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MUSEO SAN FRANCISCO :: bolivia guide
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  2020 August 05    Hotel reservation  NEW SITE (closed)  NEW SITE !!!  
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You are in: La Paz
Sightseeing - Less0than0USightseeing0 - MUSEO SAN FRANCISCO
 
MUSEO SAN FRANCISCO

Plaza San Francisco #503
Tel. 231 34 35

 
 

Monday - Sunday 9:00 to 18:00
Entrance fee - Bs. 20

A look inside La Paz’s architectural gem

 

Housed in the buildings adjacent to the San Francisco church, the newly inaugurated Museo San Francisco has to be one of the most remarkable museums in Bolivia. Considering the church’s magnificence, this may not be particularly surprising to some. The museum has so much to offer, however, that it almost supersedes the church itself, the reason for its existence.

 

The Museo San Francisco has a long list of attractions to recommend itself. To begin at the foundations so to speak – its architecture is truly inspiring; a series of intimate salas lie off light and airy cloisters of generous proportions. From its initial construction in 1549 by the Franciscan order to the August 2005 restorations, the museum incorporates nearly four hundred and fifty years of history among its walls. This historical span is evident. In the sala con pintura mural, the walls are decorated with centuries old frescoes. In the main cloister, the modern touch is dominant, with terracotta and bright blue paint (and even an electric blue effigy of Christ) lighting up the walls.

 

Good things come in large packages

On top of the museum’s architectural splendour is its sheer size. The museum is vast. If it were not for the helpful arrows and well-signed exhibits and rooms, you could quite easily get lost in its labyrinthine corridors. This would not be such a bad thing though with such a variety of exhibits to occupy the museum’s visitors. Of note are the bodega, which contains the original barrels, vats and press used by the monks to make wine, the cell of Fray Juan de Dios Delgado, in its original sparse state, and the sala de la Redención which displays an impressive collection of anonymous paintings depicting in dramatic fashion the passion, death and resurrection of Christ.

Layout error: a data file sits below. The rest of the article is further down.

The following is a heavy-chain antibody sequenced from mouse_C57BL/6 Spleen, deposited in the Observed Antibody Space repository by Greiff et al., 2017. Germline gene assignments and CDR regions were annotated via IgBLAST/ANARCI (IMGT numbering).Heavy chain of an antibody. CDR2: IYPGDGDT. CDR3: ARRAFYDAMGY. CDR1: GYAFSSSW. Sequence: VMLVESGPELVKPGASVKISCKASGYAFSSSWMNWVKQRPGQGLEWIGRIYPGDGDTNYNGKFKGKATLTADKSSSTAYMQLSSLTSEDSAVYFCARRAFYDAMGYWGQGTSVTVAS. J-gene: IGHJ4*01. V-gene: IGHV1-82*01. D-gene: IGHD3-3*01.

The museum also has exhibits explaining the history of the Franciscan order, including the life of Saint Francis de Assisi, the foundation of the Franciscan order and its missions and the continuing work of the monks today amongst Bolivia’s needy.

 

A universal message

The museum also has a room set aside for temporary exhibits. Recently, the museum was host to an Anne Frank exhibition, telling the story of her life and the plight of many other Jews through photography, news stories of the time and excerpts from her own journal. Although a seemingly idiosyncratic display, the exhibition is of universal relevance in its appeal for toleration and acceptance in a world still riddled by discrimination, a social ill which, considering the prejudice that exists among the different ethnic groups in this country, Bolivia is by no means innocent of.

 

Up in the gods

Of all the various rooms and exhibits, the choir and ceilings section is arguably the best. Here, in the upper echelons of the church itself, you can sit on centuries old cedar wood pews that the monks used to sing hymns and prayers from. The choir is also the perfect vantage point to admire the artwork on the ceiling of the church (which is not so easily visible from the church floor) or to watch worshippers quietly at prayer below.

 

The museum can be navigated solo, for those wanting a deeper insight into each exhibit however, one and a half hour guided tours in English, French and Spanish are available from one of the several helpful and cheerful volunteer guides at no extra cost. And once you have wound your way around the exhibition rooms, the museum’s cafe, Profumi di Café, will serve you with a delicious espresso as your reward.

 

Plaza San Francisco 503

09:00 - 21:00

Admission: (International) Students Bs 5

Nationals Bs 10

Non-Nationals Bs 20


Emma Pearson

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